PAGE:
as well as whatever public or “celebrity” status she has—to get the message across, as they did with the performances and testimonials that accompanied the benches’ installation. It’s also a way for her to cope with what she calls her “tampo sa mundo,” the regrets and the guilt that still bother her, “like a boomerang, always coming back—forever na ’yan…”
“The most painful part to deal with is the fact that Julia had been suffering for a long time,” she adds. “Some of those drawings were from when she was 12 years old. I’m bothered by the fact that she suffered, and I hate the fact that nobody warned me about it. One of the symptoms, apparently, is keeping it to yourself.
“I hate that it had to be this; if it had been cancer, diabetes, may laban sana. Why didn’t people talk about it? Why didn’t anyone tell me this could happen to my child? There should be a time when we can talk about mental health in a sane way. There’s so much ignorance.”
Although her three other children, Delphine and sons Gorio and José, have reassured her time and again that it was not her fault—“Look at us, Mom, we’re alive, we’re okay”—Shamaine says she sometimes still wishes she was the kind of mom who snooped through her children’s stuff, despite their objections.
“I keep asking, why didn’t she tell me, why didn’t I notice? I took such pride in the fact that I trusted my kids and didn’t go through their things. I encouraged them to write; Julia always had diaries—with warnings written on them, so I always thought they shouldn’t be looked into.”
Unfortunately, Julia was a dangerous kind of depressive, a high-functioning one; you couldn’t tell what she was going through from outward signs. Her friends even called her “Sunshine”; she could laugh heartily and later turn quiet, retreating to her headphones, but there were no crying fits or outbursts, Shamaine says.
“We always thought we had good communication, because no topic was taboo with us. As my son said, ‘I thought we were normal.’”
Still, she found a lot of information later in Julia’s writings and drawings. The teenager heard voices, and nurtured a different personality in her diaries. She told friends she didn’t think she would live past 17, a statement friends attributed to teenage angst; after all, Julia herself had actually talked some of them out of hurting themselves, as well.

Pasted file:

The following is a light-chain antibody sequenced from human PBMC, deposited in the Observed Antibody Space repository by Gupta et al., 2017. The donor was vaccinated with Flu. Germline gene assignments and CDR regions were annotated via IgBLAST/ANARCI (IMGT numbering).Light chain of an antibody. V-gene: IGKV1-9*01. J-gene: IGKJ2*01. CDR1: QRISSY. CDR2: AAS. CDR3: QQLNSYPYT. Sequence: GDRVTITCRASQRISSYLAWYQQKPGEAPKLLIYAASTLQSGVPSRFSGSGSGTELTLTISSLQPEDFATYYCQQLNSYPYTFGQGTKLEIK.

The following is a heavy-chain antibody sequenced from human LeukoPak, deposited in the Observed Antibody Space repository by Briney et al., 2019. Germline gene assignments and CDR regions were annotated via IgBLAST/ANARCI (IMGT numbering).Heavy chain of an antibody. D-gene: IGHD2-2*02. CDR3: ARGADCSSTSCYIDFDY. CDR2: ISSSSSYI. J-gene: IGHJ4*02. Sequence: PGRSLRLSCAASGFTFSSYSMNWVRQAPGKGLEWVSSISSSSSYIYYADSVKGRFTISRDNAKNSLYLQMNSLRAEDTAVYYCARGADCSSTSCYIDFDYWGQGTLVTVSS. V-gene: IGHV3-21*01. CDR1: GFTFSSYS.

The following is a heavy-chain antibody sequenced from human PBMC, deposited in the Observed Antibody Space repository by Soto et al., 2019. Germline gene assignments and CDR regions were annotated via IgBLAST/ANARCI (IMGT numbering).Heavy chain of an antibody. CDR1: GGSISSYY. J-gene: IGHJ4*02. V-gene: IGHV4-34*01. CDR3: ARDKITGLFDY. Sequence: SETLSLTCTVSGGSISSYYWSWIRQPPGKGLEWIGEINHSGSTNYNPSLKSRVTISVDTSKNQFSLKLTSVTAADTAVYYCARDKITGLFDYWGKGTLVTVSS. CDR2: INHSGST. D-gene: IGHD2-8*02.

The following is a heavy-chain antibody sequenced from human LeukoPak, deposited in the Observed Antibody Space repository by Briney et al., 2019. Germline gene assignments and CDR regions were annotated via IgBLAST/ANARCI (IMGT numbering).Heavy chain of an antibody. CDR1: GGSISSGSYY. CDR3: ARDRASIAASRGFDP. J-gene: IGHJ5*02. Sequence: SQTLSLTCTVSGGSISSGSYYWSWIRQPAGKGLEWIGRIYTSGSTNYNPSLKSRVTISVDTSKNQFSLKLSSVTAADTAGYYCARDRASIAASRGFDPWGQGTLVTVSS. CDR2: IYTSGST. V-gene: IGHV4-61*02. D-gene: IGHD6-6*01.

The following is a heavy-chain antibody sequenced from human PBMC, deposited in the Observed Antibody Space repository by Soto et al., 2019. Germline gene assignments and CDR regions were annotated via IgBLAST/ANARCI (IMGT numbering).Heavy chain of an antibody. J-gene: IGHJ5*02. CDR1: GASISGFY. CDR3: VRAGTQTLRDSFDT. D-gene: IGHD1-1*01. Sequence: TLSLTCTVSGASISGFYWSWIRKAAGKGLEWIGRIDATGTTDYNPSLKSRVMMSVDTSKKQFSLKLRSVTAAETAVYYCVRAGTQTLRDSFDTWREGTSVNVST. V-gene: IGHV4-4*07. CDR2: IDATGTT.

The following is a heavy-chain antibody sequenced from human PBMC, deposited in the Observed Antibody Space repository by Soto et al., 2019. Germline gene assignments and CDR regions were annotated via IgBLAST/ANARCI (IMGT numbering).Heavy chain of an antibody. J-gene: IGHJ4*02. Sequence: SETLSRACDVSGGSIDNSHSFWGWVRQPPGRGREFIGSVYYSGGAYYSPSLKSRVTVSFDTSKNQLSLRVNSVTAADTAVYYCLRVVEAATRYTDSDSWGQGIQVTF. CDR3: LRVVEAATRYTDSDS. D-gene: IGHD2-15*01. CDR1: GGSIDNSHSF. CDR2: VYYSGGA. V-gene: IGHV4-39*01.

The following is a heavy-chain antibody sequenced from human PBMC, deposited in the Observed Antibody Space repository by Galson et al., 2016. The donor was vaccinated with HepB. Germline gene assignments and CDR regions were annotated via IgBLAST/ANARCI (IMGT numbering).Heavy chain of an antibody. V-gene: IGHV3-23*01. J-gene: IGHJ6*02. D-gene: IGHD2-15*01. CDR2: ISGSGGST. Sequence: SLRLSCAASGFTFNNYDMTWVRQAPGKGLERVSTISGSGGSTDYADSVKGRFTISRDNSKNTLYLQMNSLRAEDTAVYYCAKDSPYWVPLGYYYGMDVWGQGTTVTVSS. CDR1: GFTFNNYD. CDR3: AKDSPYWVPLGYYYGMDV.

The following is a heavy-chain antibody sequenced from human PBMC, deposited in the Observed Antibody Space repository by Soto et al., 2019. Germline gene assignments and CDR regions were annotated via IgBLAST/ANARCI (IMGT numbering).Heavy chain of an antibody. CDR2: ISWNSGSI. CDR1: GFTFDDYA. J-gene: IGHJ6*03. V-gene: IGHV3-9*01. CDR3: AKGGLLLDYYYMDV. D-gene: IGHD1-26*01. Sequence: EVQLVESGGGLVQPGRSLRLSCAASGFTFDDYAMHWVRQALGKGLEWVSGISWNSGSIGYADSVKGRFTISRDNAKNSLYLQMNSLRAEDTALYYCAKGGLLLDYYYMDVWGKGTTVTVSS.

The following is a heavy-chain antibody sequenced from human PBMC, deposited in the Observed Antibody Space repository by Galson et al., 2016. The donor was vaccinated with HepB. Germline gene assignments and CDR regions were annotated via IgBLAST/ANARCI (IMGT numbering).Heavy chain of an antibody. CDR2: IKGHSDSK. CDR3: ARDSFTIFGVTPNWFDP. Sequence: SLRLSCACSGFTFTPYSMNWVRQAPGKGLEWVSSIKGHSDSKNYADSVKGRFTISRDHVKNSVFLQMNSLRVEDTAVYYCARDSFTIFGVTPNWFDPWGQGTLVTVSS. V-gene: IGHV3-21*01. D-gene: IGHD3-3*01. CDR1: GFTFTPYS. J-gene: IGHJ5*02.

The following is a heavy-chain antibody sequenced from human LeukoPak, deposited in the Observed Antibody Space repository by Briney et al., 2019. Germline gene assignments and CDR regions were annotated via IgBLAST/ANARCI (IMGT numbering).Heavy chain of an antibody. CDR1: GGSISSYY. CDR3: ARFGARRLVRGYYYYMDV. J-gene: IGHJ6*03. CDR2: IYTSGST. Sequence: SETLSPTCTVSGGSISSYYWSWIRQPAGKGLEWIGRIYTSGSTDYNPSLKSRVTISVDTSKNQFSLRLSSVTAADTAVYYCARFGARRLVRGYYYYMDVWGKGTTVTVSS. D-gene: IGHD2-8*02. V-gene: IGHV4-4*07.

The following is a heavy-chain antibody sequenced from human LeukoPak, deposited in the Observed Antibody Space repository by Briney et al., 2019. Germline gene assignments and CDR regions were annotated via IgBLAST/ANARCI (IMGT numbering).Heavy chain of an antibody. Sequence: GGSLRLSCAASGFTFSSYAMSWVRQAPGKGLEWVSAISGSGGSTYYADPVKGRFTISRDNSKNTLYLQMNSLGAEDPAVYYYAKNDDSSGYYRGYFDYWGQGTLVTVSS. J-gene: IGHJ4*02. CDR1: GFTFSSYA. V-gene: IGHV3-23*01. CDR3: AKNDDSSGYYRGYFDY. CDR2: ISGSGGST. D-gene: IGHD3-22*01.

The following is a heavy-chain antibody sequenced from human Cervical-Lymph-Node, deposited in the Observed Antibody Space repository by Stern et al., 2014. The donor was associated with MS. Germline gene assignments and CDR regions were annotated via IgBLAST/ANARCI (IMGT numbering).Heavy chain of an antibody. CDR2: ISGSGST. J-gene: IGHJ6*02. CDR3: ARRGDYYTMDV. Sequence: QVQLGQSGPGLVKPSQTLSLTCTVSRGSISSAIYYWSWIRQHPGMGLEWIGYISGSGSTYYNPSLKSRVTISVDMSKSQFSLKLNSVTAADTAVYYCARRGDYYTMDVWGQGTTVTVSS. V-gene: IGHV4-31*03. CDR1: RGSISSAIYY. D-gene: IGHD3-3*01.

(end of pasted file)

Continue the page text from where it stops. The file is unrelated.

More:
“They thought she was healthier than they were. She seemed so mature for her age, and she was a big girl; they would forget how young she was.”
Julia also had cuts on her legs. “I should stop telling my friends about them,” she had written in her diary, “because I might be encouraging them.”
“We asked her about them, but she denied that they were self-inflicted,” Shamaine says. “Nonie asked her again, until she got mad. ‘Why don’t you trust me?’ she said. But she did want us to know, because the first line in her blog was, ‘I wish you would have noticed, but it’s not your fault.’”
Dr. Bautista believed that Julia wanted her parents to find out, without telling them herself, because she saw it as a sign of her weakness.
Shamaine was in the middle of rehearsals for the play “33 Variations” for Red Turnip Theater when Julia died; she went back to rehearsals the week before opening night.
“It was like therapy for me,” she says. “It was a good thing I had memorized the script already, or I never would have been able to. After that, I could also just handle one project at a time.”
Shamaine now knows so much more about the subject of mental illness, so obviously driven as she is by the need to understand.
“Until now, I have to accept that it is an illness, it’s physiological—and that’s one of the motivations behind my doing this. Kids need to know. I hope Julia now knows that it’s not about being broken or weak. She could have asked for help, the way a bunso would ask help for a tummy-ache.”
She pauses, so evidently torn by the memory. “There were so many things going on inside her, and she told her friends, but they didn’t know any better. The problem needed an adult.”
Her biggest lesson, Shamaine says, is to live in the present. “We have to be able to appreciate what we have now, because we don’t know when it will be gone.”
To kids, she says emphatically, “There’s nothing wrong with being sad.”
She hopes that the Julia Bench will be “a reminder for people to be kind to each other… Maybe kids won’t sit there to talk about it, but it’s a reminder that somebody they know might be fragile, and might need help. That somebody died because of this.”
For information, visit the Julia Buencamino Project Facebook page.